Still, the novel at least was fun and was satisfying as a quick read. Although it was too brief to make much of an impression, I did enjoy the scenes that focused on Martin and Vusi actually making the movie. It was clear that it was a always a labour of love, showing that neither boy truly knew what they were doing but were having fun doing it. The choice of making a movie about the living dead also helped to add some weight to the metaphor of confronting death, as Vusi faces his fears about his illness and Martin tries to move on following his father’s death.

Yet the ending of the novel was a little too abrupt for my tastes. I won’t talk about this too much here as I don’t want to spoil it for you, but I did feel that it was just a bit too neat. The epilogue of the novel reveals that one major event actually occurs off-page, which came as a bit of shock. While this frustrated me a lot, I was more annoyed by the way that every single plot thread ties itself up over the last couple of pages. While I am certain that some readers will love this, it was just too easy for my liking.

In terms of characterisation, the two protagonists were very strong and certainly felt like thirteen-year-old boys. The novel did a great job of showing what life was like for them as they grew up in a poor area of South Africa, subtly indicating both the poverty and dangers of their home town. While the novel was too short for me to get fully attached to them, they were at least likeable. However, it would have been nice to have seen more female characters in the novel. While Chris is awesome, she doesn’t really appear enough to make an impression.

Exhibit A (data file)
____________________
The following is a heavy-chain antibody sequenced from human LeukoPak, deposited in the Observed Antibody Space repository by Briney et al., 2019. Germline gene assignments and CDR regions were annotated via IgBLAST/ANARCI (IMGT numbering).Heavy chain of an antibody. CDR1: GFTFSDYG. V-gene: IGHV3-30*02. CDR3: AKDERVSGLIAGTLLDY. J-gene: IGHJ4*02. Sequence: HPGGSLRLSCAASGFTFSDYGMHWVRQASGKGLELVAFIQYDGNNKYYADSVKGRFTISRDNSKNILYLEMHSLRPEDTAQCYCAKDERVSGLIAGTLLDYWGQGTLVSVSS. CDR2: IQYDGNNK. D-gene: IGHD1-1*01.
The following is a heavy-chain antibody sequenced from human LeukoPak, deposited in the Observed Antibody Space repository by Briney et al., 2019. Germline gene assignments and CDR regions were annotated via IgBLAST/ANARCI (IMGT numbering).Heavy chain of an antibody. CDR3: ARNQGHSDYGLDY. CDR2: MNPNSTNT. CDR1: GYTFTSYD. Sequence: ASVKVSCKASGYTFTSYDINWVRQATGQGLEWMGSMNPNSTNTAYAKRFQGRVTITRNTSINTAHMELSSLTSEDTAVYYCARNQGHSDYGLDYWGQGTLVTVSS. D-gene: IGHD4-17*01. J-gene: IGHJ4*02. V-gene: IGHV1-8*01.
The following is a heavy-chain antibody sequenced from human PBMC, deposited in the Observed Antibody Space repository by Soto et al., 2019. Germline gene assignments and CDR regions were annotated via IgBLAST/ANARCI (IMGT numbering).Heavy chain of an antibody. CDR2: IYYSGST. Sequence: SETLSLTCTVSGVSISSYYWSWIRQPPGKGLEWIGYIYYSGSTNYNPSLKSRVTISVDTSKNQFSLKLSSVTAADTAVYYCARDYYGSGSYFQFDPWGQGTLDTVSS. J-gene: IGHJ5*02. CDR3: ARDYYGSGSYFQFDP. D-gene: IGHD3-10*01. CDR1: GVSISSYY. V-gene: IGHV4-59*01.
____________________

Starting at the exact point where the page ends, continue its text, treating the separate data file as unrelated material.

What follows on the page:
I also found that Martin’s mode of speech was sometimes annoying. Again, this is something that readers will either love or hate. While Martin is not strictly described as being on the spectrum, he has an obsession with numbers that makes him come across a little clinical. While this was a unique quirk for his character, it did sometimes detract from some of the otherwise dramatic scenes. It did not seem to add much to the story and so it seemed slightly strange to spend so much time focusing on it.

Anyhow, I think that I’ve probably said enough. A Good Night for Shooting Zombies was enjoyable enough for a light read, but lacked any real depth. Perhaps if it had been a bit longer it would have had a chance to develop its themes and become something truly special. Ultimately, I was disappointed to find that it was a bit forgettable.

A Good Night for Shooting Zombies can be purchased as a Paperback and eBook on Amazon.co.uk

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© Kim Dyer and Arkham Reviews, 2019. Unauthorized use and/or duplication of this material without express and written permission from this blog’s author and/or owner is strictly prohibited. Excerpts and links may be used, provided that full and clear credit is given to Kim Dyer and Arkham Reviews with appropriate and specific direction to the original content.